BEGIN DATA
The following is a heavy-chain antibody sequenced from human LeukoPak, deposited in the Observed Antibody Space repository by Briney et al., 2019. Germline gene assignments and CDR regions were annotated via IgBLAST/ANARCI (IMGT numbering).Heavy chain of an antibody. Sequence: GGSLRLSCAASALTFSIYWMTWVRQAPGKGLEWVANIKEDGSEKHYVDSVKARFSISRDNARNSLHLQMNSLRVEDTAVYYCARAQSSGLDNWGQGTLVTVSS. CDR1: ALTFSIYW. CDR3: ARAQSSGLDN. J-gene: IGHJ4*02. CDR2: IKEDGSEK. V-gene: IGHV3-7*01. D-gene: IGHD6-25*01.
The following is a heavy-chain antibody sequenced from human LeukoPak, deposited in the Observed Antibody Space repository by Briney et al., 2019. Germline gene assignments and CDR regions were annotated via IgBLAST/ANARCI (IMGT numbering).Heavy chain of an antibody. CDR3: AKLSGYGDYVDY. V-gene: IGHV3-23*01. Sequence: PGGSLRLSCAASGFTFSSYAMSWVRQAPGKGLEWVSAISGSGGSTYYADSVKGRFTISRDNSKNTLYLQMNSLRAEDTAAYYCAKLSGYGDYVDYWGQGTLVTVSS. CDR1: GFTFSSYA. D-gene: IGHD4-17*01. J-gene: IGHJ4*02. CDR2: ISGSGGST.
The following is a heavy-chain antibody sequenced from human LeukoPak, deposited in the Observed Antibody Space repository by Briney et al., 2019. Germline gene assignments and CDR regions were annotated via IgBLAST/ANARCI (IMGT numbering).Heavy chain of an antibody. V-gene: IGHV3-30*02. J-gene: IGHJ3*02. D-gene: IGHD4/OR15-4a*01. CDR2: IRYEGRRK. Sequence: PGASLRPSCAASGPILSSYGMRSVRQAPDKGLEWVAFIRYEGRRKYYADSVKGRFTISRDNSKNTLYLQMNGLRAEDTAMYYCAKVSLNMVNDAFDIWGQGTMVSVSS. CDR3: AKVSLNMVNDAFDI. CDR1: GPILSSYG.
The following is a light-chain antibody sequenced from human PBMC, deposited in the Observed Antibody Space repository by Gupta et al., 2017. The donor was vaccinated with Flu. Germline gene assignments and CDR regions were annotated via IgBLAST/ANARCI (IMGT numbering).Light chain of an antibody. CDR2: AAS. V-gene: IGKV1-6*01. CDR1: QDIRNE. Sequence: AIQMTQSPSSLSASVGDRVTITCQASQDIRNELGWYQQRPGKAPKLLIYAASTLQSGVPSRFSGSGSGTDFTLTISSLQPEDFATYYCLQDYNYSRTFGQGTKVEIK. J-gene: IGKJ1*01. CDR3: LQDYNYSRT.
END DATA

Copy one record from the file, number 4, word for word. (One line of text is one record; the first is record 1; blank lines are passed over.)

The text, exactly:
The following is a light-chain antibody sequenced from human PBMC, deposited in the Observed Antibody Space repository by Gupta et al., 2017. The donor was vaccinated with Flu. Germline gene assignments and CDR regions were annotated via IgBLAST/ANARCI (IMGT numbering).Light chain of an antibody. CDR2: AAS. V-gene: IGKV1-6*01. CDR1: QDIRNE. Sequence: AIQMTQSPSSLSASVGDRVTITCQASQDIRNELGWYQQRPGKAPKLLIYAASTLQSGVPSRFSGSGSGTDFTLTISSLQPEDFATYYCLQDYNYSRTFGQGTKVEIK. J-gene: IGKJ1*01. CDR3: LQDYNYSRT.